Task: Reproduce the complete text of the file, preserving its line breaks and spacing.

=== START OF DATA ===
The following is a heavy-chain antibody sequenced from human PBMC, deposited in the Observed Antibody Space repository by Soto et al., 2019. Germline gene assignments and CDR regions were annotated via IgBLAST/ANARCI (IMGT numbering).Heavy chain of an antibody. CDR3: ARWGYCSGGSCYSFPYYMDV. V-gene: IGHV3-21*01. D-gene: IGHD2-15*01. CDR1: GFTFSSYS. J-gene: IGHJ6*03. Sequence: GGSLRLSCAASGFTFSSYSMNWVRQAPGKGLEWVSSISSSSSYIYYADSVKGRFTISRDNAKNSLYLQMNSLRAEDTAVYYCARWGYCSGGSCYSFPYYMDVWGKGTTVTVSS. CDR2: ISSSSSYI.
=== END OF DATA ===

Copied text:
The following is a heavy-chain antibody sequenced from human PBMC, deposited in the Observed Antibody Space repository by Soto et al., 2019. Germline gene assignments and CDR regions were annotated via IgBLAST/ANARCI (IMGT numbering).Heavy chain of an antibody. CDR3: ARWGYCSGGSCYSFPYYMDV. V-gene: IGHV3-21*01. D-gene: IGHD2-15*01. CDR1: GFTFSSYS. J-gene: IGHJ6*03. Sequence: GGSLRLSCAASGFTFSSYSMNWVRQAPGKGLEWVSSISSSSSYIYYADSVKGRFTISRDNAKNSLYLQMNSLRAEDTAVYYCARWGYCSGGSCYSFPYYMDVWGKGTTVTVSS. CDR2: ISSSSSYI.